“Appalling treatment and labyrinthine asylum procedures are a cynical ploy to deter asylum-seekers from Hungary’s ever more militarised borders. Against the backdrop of a toxic referendum campaign, poisonous anti-refugee rhetoric is reaching fever pitch.”
With the formal asylum process extremely restricted, some asylum-seekers have attempted to cross the border irregularly into Hungary. A law, passed in June, allows the Hungarian authorities to immediately return to Serbia asylum-seekers found up to five miles from the border fence in Hungarian territory. Those apprehended are unlawfully “pushed back” without any consideration of their needs for protection or particular vulnerabilities. Since this new law has been in place, official statistics suggest the push-back practice has largely replaced the formal criminal procedures for irregular entry into the country.
Some of those interviewed told Amnesty that excessive force was used during these push-backs, with asylum-seekers being beaten, kicked and chased by dogs. One asylum-seeker witnessed police beating a man whom they picked up over the border. They were warned by a policeman: “We can do anything, if you complain no one will listen to you.”
Beatings in detention
Inside the transit zones, men travelling without family often find themselves detained unlawfully for periods of up to four weeks. Most of these men have their asylum applications declared inadmissible on the grounds that they came through Serbia, a “safe third country”. As Serbia does not formally take them back and does not provide access to a fair and individualised asylum process, those pushed back from the transit zones have little other option than to attempt a different route to the EU.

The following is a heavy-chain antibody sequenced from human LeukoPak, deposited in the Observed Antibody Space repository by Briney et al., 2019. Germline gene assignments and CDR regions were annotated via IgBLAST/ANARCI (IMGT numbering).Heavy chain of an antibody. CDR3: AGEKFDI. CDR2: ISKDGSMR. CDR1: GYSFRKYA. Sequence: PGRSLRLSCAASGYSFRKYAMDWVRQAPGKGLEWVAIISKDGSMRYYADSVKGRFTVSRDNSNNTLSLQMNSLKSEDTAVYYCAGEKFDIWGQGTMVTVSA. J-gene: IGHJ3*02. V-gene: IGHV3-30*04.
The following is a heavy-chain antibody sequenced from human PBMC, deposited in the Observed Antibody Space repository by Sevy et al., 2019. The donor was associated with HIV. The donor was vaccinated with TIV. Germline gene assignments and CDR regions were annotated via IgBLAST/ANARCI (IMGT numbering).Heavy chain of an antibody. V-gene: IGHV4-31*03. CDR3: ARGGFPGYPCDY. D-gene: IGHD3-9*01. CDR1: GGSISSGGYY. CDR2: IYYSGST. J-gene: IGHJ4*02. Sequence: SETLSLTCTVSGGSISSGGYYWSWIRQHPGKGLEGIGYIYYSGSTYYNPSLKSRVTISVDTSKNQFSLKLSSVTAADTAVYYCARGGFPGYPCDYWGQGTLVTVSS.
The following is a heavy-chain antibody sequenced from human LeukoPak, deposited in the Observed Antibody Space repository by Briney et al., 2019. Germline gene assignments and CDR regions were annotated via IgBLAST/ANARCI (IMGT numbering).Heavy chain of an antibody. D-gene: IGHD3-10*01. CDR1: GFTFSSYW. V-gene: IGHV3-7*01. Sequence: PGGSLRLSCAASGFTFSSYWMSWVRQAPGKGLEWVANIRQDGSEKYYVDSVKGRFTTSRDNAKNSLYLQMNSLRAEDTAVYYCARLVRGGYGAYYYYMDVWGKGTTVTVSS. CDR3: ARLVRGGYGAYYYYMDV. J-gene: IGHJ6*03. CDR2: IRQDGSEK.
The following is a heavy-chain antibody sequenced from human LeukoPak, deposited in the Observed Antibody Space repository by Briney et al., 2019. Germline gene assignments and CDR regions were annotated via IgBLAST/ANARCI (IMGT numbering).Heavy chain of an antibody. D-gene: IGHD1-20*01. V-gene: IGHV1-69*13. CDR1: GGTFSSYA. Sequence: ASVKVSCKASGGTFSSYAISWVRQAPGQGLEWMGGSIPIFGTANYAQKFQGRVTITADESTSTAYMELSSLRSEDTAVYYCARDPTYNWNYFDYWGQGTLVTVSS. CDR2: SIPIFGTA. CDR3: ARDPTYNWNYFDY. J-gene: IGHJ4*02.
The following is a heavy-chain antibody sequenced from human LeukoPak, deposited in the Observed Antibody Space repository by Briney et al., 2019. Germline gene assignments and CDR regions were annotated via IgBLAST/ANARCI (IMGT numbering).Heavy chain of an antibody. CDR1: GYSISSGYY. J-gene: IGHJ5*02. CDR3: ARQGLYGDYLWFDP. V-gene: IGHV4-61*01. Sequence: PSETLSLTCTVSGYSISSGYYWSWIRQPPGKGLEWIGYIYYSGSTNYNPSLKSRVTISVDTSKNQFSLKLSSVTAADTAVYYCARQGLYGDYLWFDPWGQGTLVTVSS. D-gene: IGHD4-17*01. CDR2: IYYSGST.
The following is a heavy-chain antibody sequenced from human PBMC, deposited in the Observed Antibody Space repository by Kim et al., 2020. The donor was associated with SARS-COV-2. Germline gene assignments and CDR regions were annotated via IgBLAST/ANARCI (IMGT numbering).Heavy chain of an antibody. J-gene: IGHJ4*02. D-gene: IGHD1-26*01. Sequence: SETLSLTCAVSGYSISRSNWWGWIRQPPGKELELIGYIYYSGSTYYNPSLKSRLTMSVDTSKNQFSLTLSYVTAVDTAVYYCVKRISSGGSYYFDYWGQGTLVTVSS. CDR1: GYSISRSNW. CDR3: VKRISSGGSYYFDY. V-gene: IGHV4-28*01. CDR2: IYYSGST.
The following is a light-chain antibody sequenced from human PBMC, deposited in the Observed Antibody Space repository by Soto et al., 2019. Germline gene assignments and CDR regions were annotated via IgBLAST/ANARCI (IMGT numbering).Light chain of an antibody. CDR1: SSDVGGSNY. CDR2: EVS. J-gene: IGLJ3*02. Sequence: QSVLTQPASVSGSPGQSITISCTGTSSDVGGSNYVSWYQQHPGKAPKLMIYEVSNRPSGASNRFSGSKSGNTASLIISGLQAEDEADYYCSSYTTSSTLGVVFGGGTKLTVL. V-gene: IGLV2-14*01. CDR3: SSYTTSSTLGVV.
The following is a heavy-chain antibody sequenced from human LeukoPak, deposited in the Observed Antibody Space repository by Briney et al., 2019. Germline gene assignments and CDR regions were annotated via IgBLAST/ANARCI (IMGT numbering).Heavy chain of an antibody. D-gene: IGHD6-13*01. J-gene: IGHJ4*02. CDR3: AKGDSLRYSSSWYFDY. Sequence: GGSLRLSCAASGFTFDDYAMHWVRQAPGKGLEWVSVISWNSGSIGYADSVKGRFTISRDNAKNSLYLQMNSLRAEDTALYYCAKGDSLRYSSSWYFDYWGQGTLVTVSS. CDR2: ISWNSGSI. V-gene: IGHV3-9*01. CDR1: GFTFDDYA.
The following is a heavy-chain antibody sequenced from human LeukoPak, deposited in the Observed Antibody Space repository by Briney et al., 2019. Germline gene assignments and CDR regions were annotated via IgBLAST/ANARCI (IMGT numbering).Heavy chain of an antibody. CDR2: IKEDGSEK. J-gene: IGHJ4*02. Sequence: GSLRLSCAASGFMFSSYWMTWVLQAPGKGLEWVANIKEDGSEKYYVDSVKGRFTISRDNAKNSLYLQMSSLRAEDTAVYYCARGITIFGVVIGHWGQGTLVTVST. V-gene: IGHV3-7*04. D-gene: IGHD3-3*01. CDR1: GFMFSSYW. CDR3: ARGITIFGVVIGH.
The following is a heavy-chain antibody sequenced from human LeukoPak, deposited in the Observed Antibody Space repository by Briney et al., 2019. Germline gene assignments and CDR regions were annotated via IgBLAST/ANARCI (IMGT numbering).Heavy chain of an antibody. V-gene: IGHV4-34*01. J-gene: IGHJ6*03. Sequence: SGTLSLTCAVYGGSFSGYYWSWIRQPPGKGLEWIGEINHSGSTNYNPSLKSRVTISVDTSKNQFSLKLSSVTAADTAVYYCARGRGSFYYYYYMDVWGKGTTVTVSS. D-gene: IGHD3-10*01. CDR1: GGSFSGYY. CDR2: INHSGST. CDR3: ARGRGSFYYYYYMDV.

Asylum-seekers who pass through the “transit zones” successfully are taken to either closed or open asylum accommodation centres where conditions are dire. The centres lack basic services, barely providing education and activities for children or healthcare. Amnesty also found evidence that some unaccompanied children are housed with adult men. A lack of translators and a lengthy, complex asylum process create often insurmountable obstacles to asylum claims.
Detention is routine and at the time of the research almost 60% of the 1,200 registered asylum-seekers in Hungary were in detention. One Afghan asylum-seeker told Amnesty: “When I came, I thought, Hungary is Europe, maybe it will be OK. But I realise that they hate us here.”
Despite repeated requests, Amnesty was not allowed to visit Kiskunhalas asylum detention centre. However, Amnesty interviewed several former detainees who reported beatings and threats of violence by the police and security guards there. One Afghan asylum-seeker told Amnesty that he knew of around 30 people who were beaten during the four months he was held there. A Palestinian asylum-seeker who was beaten in Kiskunhalas said: “The police and security guards know there are lots of cameras, so they push you away to a place where this can’t be seen.”